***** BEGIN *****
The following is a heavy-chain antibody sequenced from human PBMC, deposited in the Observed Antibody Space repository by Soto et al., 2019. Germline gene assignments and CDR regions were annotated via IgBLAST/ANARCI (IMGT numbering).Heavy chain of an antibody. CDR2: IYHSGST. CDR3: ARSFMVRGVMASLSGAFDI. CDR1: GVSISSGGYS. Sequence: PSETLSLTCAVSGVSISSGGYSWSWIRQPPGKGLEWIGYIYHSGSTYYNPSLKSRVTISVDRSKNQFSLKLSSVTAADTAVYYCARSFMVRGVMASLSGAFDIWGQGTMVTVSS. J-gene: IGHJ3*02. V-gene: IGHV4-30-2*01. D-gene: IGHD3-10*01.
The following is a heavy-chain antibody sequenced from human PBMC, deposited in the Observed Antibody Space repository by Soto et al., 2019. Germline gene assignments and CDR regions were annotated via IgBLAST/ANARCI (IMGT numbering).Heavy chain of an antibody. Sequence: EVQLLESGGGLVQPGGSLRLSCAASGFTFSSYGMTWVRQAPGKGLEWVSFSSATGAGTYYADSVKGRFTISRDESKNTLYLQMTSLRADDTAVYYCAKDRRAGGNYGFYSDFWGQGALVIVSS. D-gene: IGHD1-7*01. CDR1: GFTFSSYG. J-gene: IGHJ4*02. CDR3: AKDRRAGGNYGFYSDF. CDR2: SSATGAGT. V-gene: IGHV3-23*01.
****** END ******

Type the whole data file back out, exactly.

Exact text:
The following is a heavy-chain antibody sequenced from human PBMC, deposited in the Observed Antibody Space repository by Soto et al., 2019. Germline gene assignments and CDR regions were annotated via IgBLAST/ANARCI (IMGT numbering).Heavy chain of an antibody. CDR2: IYHSGST. CDR3: ARSFMVRGVMASLSGAFDI. CDR1: GVSISSGGYS. Sequence: PSETLSLTCAVSGVSISSGGYSWSWIRQPPGKGLEWIGYIYHSGSTYYNPSLKSRVTISVDRSKNQFSLKLSSVTAADTAVYYCARSFMVRGVMASLSGAFDIWGQGTMVTVSS. J-gene: IGHJ3*02. V-gene: IGHV4-30-2*01. D-gene: IGHD3-10*01.
The following is a heavy-chain antibody sequenced from human PBMC, deposited in the Observed Antibody Space repository by Soto et al., 2019. Germline gene assignments and CDR regions were annotated via IgBLAST/ANARCI (IMGT numbering).Heavy chain of an antibody. Sequence: EVQLLESGGGLVQPGGSLRLSCAASGFTFSSYGMTWVRQAPGKGLEWVSFSSATGAGTYYADSVKGRFTISRDESKNTLYLQMTSLRADDTAVYYCAKDRRAGGNYGFYSDFWGQGALVIVSS. D-gene: IGHD1-7*01. CDR1: GFTFSSYG. J-gene: IGHJ4*02. CDR3: AKDRRAGGNYGFYSDF. CDR2: SSATGAGT. V-gene: IGHV3-23*01.